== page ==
To see the months and months of hard work I had put in being shown to an audience on the big screen is a memory I will cherish for the rest of my life.
What sort of challenges do you face when getting a film from the initial ideas stage to the end result?
One of the joys of filmmaking is that the challenges come thick and fast. It begins in the development stage where you have to come up with a structured and interesting plot that will last at least 90 minutes.
Pre-production is a logistical nightmare as you have to source the actors, locations, equipment and props and also piece together which scenes will be shot on which days, to suit the actor’s schedules and fit in with the dates that the locations are available.
It is best described as a jigsaw puzzle, no matter how much you force a piece to go in, unless all the edges fit the process will never be complete. These challenges continue on into production, with the unpredictable Scottish weather, noise, equipment failure and issues with actors.
Then with postproduction you are faced with footage, sound and technical problems with transferring footage, editing and formatting. You then have to negotiate contracts in order to secure rights to any music played within the film and finally deal with rolling credits which can be a long and tedious process.
The challenges continue even once the film has been completed as you are faced with the mammoth task of trying to secure a distribution deal, which took me to London, Los Angeles and Vancouver.
What skills are most important when making films?
Obviously you have to have the creative flair and mindset required to make films. Outside of this you must be strong willed, passionate and determined to succeed regardless of the challenges you might face.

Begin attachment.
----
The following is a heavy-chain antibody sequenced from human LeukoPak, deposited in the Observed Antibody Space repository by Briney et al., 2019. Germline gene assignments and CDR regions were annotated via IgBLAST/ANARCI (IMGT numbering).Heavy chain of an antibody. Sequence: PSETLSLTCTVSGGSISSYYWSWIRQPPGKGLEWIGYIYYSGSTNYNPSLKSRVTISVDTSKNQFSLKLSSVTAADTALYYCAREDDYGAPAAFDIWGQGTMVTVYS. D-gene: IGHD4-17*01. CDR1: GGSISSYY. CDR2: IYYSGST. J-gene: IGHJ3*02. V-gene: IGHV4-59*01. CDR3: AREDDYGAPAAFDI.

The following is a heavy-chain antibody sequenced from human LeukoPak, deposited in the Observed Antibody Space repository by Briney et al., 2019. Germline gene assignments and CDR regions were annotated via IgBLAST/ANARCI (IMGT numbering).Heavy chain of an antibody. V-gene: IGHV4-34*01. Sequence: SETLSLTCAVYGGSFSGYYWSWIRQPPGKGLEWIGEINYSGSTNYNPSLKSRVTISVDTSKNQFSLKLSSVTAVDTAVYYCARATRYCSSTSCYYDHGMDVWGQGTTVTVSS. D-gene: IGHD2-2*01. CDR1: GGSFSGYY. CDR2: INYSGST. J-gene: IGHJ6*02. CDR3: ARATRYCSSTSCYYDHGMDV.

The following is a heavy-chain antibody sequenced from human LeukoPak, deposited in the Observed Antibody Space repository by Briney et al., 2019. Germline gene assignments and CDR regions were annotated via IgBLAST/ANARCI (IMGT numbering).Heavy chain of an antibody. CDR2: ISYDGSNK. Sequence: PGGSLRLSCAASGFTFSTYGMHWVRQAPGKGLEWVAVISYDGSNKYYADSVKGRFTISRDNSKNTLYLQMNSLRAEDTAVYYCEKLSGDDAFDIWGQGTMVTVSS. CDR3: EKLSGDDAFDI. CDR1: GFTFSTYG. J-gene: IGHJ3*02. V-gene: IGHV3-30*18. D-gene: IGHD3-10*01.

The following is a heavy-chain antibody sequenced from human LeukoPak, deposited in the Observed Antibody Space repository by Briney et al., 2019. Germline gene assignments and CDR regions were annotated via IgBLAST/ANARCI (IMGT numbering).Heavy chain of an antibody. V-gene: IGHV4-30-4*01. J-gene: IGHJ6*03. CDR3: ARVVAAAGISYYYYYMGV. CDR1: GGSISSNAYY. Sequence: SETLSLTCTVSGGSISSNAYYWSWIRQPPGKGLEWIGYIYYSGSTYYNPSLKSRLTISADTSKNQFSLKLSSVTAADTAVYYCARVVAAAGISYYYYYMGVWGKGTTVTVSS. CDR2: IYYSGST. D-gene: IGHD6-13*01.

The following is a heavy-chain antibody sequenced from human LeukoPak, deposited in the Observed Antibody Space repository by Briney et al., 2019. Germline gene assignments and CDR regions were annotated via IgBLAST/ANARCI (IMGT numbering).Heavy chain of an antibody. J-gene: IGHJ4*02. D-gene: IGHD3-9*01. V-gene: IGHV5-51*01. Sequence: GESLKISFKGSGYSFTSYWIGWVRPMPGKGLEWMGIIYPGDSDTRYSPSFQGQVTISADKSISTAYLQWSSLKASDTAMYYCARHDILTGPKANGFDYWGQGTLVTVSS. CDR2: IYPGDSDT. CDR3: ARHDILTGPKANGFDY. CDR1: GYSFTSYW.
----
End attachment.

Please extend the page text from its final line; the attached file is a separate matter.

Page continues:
Perhaps one of the most important skills required is organisation. If you are not able to organise and structure every aspect that is required to complete a film then it is highly unlikely that your film will be made. Yes you can outsource these jobs to other people but you must know in your head the process from start to finish so you can achieve your final goal
Where do you see yourself in five years?
Ideally in 5 years time I would like to see myself still involved within the film industry with the goal of directing my own feature films but as Joe Strummer of The Clash famously said “The Future is Unwritten”. Regardless of where my life takes me in the next 5, 10 or 50 years as long as I am happy and healthy in life then that is all I can ask for.
Top tips for budding filmmakers?
What I have learned from the whole process of trying to break into the film industry, and I am still a long way away, is that in this industry it is a lot about whom you know as opposed to what you know. That doesn’t mean you shouldn’t try though and I‘m proof of that. I was just one man with a dream then a year later I was premiering my first feature film.
At the end of the day it is better to have tried and failed than to have not tried at all. To quote Teddy Roosevelt “if he fails, at least he fails while daring greatly, so that his place shall never be with those cold and timid souls who neither know victory nor defeat”.
Follow the link to listen to an interview with Wayne and his experiences as writer, producer and director of The Hidden Persuaders.